In January, the Norwegian parliament voted in favour of opening its waters for commercial-scale deep-sea mining to support a global shift away from fossil fuels to renewable alternatives. It also believes that deep-sea mining could be less harmful to the environment than land-based mining, the widespread practice currently used to extract metals and minerals. There is an abundance of potato-sized nodules of critical minerals, including cobalt, nickel, copper, and manganese, sitting on the bottom of the seafloor that Norway, and many other world powers, want to access through deep-sea mining to meet the growing demand for critical minerals from the green energy sector. However, Norway will not immediately commence mining operations. The government will instead assess proposals from mining companies on a case-by-case basis for license approval. 

This month, Michael Lodge, the head of the International Seabed Authority, the U.N. regulator that oversees deep-sea mining, said that he believes it is only a matter of time until deep-sea mining activities take place. Lodge is seeing renewed global interest in deep-sea mining as a means of accelerating the global green transition. Governments and regulators worldwide have been exploring ways to meet the growing demand for critical metals and minerals, for fear that demand will outstrip supply if we cannot access alternative mineral deposits.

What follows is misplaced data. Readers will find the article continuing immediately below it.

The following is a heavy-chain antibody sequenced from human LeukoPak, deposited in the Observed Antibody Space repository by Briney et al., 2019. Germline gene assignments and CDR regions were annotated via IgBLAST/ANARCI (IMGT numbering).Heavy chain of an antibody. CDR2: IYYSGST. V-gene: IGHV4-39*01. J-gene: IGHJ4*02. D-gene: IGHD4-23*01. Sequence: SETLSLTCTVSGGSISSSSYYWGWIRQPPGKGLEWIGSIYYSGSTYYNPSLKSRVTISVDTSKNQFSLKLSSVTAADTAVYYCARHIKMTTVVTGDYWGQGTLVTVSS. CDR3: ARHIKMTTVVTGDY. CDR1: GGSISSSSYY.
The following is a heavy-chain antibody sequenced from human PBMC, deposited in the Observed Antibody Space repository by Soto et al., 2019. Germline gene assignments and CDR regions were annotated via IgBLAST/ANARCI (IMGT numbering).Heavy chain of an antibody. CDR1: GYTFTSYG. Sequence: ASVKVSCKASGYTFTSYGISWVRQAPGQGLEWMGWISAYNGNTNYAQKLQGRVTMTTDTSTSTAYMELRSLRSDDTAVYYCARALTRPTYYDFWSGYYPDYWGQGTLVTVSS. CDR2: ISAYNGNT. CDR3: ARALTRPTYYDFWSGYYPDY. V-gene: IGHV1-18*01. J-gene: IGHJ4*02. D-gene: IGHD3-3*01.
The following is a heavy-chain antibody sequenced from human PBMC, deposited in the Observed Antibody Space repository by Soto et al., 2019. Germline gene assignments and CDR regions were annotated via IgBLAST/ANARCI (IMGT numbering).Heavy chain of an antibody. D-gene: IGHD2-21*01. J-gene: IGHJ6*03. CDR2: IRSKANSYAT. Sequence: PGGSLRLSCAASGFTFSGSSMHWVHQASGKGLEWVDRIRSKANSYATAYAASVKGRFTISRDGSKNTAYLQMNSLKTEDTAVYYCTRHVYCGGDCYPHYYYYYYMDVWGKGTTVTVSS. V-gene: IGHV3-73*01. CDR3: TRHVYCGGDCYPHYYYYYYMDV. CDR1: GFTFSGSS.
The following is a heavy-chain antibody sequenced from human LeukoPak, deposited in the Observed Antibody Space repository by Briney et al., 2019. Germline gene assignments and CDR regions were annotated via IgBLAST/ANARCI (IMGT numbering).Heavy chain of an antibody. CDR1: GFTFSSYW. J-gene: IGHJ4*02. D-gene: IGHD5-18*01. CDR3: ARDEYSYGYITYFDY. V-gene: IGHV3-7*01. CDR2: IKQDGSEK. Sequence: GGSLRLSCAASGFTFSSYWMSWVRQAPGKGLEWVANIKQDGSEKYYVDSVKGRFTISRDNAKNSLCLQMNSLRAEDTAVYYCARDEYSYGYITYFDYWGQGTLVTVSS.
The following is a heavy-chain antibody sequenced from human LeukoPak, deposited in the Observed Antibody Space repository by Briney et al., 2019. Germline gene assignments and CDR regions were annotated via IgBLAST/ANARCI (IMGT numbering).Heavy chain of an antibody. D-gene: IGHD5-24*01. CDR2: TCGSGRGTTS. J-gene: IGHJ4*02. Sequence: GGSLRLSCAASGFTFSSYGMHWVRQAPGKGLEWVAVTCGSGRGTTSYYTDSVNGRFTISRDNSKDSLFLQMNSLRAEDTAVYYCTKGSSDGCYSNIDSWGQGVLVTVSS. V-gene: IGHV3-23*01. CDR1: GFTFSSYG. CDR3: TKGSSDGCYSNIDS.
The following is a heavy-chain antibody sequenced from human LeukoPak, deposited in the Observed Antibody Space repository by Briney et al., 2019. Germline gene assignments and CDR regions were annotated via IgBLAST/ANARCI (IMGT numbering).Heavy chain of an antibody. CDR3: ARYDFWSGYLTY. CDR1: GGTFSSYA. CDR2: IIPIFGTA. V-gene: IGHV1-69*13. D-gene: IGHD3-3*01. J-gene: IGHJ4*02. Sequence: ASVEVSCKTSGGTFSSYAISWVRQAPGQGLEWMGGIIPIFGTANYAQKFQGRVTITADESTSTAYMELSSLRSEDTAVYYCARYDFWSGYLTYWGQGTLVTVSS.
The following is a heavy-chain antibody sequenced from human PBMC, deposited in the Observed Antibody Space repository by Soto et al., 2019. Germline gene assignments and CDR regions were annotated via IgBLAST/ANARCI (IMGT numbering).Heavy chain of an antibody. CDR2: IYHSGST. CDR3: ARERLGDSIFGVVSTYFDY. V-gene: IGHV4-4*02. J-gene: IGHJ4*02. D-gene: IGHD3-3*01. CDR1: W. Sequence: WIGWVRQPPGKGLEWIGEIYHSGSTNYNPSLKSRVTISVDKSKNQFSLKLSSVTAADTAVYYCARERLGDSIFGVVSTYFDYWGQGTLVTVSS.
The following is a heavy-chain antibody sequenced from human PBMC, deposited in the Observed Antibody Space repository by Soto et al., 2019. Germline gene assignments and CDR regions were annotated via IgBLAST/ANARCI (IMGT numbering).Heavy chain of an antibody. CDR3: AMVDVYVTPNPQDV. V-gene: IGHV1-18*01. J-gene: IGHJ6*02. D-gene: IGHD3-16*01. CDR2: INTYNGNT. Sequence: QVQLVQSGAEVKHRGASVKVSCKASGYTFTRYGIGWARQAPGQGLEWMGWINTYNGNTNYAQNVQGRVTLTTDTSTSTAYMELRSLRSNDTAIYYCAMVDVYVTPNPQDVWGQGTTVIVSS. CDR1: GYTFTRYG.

Lodge explained, “One of the main drivers of industrial interest is the potential to produce larger quantities of minerals at equivalent or lower cost to what can be produced on land.” He added, “That’s the commercial driver and certainly there is vast resource potential in seabed minerals. The question is whether they can in the end be produced economically. “But the resource potential is absolutely there. This is clear. The technology is advanced, so it seems like it is possible. And at the same time, it is very clear also that demand for minerals is increasing exponentially and is only going to continue to increase.”